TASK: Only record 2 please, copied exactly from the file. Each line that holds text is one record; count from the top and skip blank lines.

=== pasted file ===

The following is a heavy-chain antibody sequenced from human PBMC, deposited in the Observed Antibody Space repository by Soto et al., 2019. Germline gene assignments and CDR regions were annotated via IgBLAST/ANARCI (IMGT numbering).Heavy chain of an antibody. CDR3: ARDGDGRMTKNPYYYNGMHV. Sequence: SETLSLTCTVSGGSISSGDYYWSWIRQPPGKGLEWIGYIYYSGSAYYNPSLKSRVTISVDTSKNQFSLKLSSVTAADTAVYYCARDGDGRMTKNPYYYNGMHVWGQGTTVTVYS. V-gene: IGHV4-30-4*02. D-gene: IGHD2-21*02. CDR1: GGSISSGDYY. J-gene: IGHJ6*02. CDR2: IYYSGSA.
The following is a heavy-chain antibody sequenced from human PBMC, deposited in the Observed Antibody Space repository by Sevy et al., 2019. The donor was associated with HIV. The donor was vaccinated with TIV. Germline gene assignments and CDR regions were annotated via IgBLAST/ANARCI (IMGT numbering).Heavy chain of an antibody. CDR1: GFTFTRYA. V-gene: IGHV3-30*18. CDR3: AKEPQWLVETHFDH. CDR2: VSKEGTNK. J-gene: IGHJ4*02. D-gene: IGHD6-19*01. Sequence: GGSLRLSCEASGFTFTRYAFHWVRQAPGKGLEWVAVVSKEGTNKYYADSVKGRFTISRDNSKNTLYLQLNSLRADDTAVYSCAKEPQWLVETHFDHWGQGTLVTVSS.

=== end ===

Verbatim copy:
The following is a heavy-chain antibody sequenced from human PBMC, deposited in the Observed Antibody Space repository by Sevy et al., 2019. The donor was associated with HIV. The donor was vaccinated with TIV. Germline gene assignments and CDR regions were annotated via IgBLAST/ANARCI (IMGT numbering).Heavy chain of an antibody. CDR1: GFTFTRYA. V-gene: IGHV3-30*18. CDR3: AKEPQWLVETHFDH. CDR2: VSKEGTNK. J-gene: IGHJ4*02. D-gene: IGHD6-19*01. Sequence: GGSLRLSCEASGFTFTRYAFHWVRQAPGKGLEWVAVVSKEGTNKYYADSVKGRFTISRDNSKNTLYLQLNSLRADDTAVYSCAKEPQWLVETHFDHWGQGTLVTVSS.